One or more differently structured monomers may be used as the E constituent provided that they fall within the definition of E above given. One such preferred mixture of E monomers would be acrylic acid/2-hydroxypropyl acrylate.
R1 in the above formula (Formula I) is a hydroxy substituted lower alkylene group having from about 1 to 6 carbon atoms or a non-substituted lower alkylene group having from 1 to 6 carbon atoms. M in Formula I is hydrogen, a water soluble cation (e.g., NH4 +, alkali metal), or a non-substituted lower alkyl group having from 1 to 3 carbon atoms.
The molar ratio of the monomers (g:h) of Formula I may fall within the range of 30:1 to 1:20, with a molar ratio (g:h) of about 10:1 to 1:5 being preferred.
The number average molecular weight of the water soluble copolymers of Formula I may fall within the range of 1,000 to 1,000,000. Preferably, the number average molecular weight will be within the range of about 1,500 to about 500,000. The key criterion is that the polymer be water soluble.
As to preparation of the monomer designated as 9 hereinabove, these may be in accordance with well known techniques. For instance, one such possible monomer, acrylic acid, may be prepared by hydrolysis of acrylonitrile or by oxidation of acrolein.
As to the allyl monomer (monomer h), this may be prepared in accordance with the disclosure of U.S. Pat. No. 4,659,481 (sections 3 and 4) using allyl glycidyl ether (AGE) as a reactants or it may more preferably be prepared by a ring opening reaction using diethyl oxiranylmethyl phosphonate precursor to prepare the diethyl 1-allyloxy hydroxypropyl phosphonate monomer. This is then followed by dealkylation of the phosphonate ester to prepare the preferred allyloxy hydroxy phosphonic acid. To prepare the other acceptable 1-allyloxy hydroxyl (C1 -C6) phosphonate monomers, the skilled artisan will simply utilize the corresponding epoxide.
Diethyl oxiranylmethyl phosphonate is reacted with allyl alcohol to form a mixed monomer solution in accordance with the equation: ##STR3##
The reaction may be carried out in anhydrous conditions with a reaction temperature ranging from 25° to 98° C. For each mole of epoxide used, 1.0 to about 20.0 moles of allyl alcohol may be used. Allyl phosphonic acid may be present in the mixed monomer solution which is from the presence of residual diethyl allyl phosphonate (associated with diethyl oxiranylmethyl phosphonate).
The IUPAC nomenclature for diethyl epoxymethyl phosphonate is phosphonic acid, (oxiranylmethyl)-diethyl ester [CAS registry number: 7316-37-2], which can be prepared from the epoxidation of diethyl allyl phosphonate in accordance to the equation: ##STR4##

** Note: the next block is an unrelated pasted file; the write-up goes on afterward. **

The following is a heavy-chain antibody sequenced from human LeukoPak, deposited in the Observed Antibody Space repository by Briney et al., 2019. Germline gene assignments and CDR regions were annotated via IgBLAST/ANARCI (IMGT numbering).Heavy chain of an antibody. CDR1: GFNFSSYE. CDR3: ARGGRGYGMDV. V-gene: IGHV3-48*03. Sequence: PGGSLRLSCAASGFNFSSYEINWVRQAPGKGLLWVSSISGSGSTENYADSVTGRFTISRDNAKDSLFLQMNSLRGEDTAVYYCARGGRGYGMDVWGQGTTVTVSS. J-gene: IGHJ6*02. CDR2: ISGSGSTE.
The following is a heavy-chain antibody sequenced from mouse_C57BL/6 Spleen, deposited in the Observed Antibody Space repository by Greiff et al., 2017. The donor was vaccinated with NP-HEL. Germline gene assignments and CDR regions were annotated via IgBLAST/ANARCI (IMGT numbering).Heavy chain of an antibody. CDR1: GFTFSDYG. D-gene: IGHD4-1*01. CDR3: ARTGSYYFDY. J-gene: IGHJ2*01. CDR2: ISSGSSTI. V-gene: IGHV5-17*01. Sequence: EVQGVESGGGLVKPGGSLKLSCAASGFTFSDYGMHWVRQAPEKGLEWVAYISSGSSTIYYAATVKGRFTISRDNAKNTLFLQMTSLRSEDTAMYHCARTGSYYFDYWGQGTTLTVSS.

A small amount of unreacted diethyl allyl phosphonate may be present after the reaction. Without further purification, this diester will hydrolyze to allyl phosphonic acid and be copolymerized with monomers E and h in Formula I.
The structures of the preferred allyloxy hydroxypropyl phosphonates (AHPPO) were substantiated by 31P and 13C NMR spectroscopy and IR spectra. The 31P NMR spectra showed a major resonance at 28.65 and a minor resonance at 29.00 ppm downfield from the external phosphoric acid standard. These were assigned to the primary and secondary isomers of allyloxy hydroxypropyl phosphonates (AHPPO), respectively. A resonance at 28.13 ppm was assigned as allyl phosphonic acid (APA). A trace amount of phosphate and phosphonate compounds were noted at 1.32, 30.50 and 35.58 ppm. The 13 C NMR showed the primary. AOHPP at 31.00 (J=137 Hz), 65.58, 71.87, 73.71 (J =14 Hz), 118.29, and 133.90 ppm downfield from external dioxane. Allyl phosphonic acid was detected at 32.0 (J =133 Hz), 120.0 and 128.0 ppm. The IR spectra showed a weak C--P stretch at 770 cm-1.
It is noted that the Na ion present in the AHPPO monomer above may be replaced with hydrogen, K, NH4 +, or any water soluble cation. The Na ion may also be replaced by an organic amine group or lower alkyl group of from about 1-3 carbon atoms. The molar ratio of the AGE:AHPPO components in the mixed monomer solution may be varied to result in different ratios of these two components in the resulting polymer.
If desired, allyl phosphonic acid may be removed from the mixed monomer solution (i.e., leaving an aqueous solution of the two AHPP monomers) via distillation, solvent extraction, etc. At present, it is preferred to utilize the mixed monomer solution as it is produced (which therefore includes allyl phosphonic acid (APA)). In such cases, after polymerization, the resulting polymer comprises allyl phosphonic acid (APA) which incorporates into the polymeric matrix along with the AHPPO isomers. When the APA component of the mixed monomer solution is not removed, the resulting polymer may comprise:
______________________________________ mole %______________________________________α, β ethylenically unsaturated monomer 40-90APA 0-25AHPPO 2-50______________________________________
with the foregoing adding up to 100 mole %.
When allyl glycidyl ether (AGE) is used as a reagent to prepare the AHPPO monomer in accordance with the disclosure of U.S. Pat. No. 4,659,481, glyceryl allyl ether (hydrolysis product of AGE) may be formed. Similarly, glyceryl allyl ether may bq separated from the preferred monomer h or be copolymerized with monomers g and h of Formula I. Therefore, they are also within the scope of this invention.